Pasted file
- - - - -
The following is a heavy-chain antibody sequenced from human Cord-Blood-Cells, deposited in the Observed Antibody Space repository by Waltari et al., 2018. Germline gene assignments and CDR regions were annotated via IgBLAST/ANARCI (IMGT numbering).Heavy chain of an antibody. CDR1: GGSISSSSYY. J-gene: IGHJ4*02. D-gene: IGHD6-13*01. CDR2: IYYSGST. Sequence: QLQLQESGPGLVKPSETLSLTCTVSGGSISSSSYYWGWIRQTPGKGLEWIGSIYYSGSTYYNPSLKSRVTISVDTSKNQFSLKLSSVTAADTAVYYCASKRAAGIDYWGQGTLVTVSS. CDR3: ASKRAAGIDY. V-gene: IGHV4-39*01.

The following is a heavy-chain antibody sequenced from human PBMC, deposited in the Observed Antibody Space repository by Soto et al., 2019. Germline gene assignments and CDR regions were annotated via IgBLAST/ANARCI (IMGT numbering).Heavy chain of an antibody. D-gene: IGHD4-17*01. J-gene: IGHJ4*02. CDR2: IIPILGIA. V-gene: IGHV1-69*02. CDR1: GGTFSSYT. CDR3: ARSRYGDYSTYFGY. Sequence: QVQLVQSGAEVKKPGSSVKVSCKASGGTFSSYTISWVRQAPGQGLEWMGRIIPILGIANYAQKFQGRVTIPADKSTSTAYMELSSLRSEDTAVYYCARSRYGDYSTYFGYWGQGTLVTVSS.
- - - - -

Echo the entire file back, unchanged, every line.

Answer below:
The following is a heavy-chain antibody sequenced from human Cord-Blood-Cells, deposited in the Observed Antibody Space repository by Waltari et al., 2018. Germline gene assignments and CDR regions were annotated via IgBLAST/ANARCI (IMGT numbering).Heavy chain of an antibody. CDR1: GGSISSSSYY. J-gene: IGHJ4*02. D-gene: IGHD6-13*01. CDR2: IYYSGST. Sequence: QLQLQESGPGLVKPSETLSLTCTVSGGSISSSSYYWGWIRQTPGKGLEWIGSIYYSGSTYYNPSLKSRVTISVDTSKNQFSLKLSSVTAADTAVYYCASKRAAGIDYWGQGTLVTVSS. CDR3: ASKRAAGIDY. V-gene: IGHV4-39*01.

The following is a heavy-chain antibody sequenced from human PBMC, deposited in the Observed Antibody Space repository by Soto et al., 2019. Germline gene assignments and CDR regions were annotated via IgBLAST/ANARCI (IMGT numbering).Heavy chain of an antibody. D-gene: IGHD4-17*01. J-gene: IGHJ4*02. CDR2: IIPILGIA. V-gene: IGHV1-69*02. CDR1: GGTFSSYT. CDR3: ARSRYGDYSTYFGY. Sequence: QVQLVQSGAEVKKPGSSVKVSCKASGGTFSSYTISWVRQAPGQGLEWMGRIIPILGIANYAQKFQGRVTIPADKSTSTAYMELSSLRSEDTAVYYCARSRYGDYSTYFGYWGQGTLVTVSS.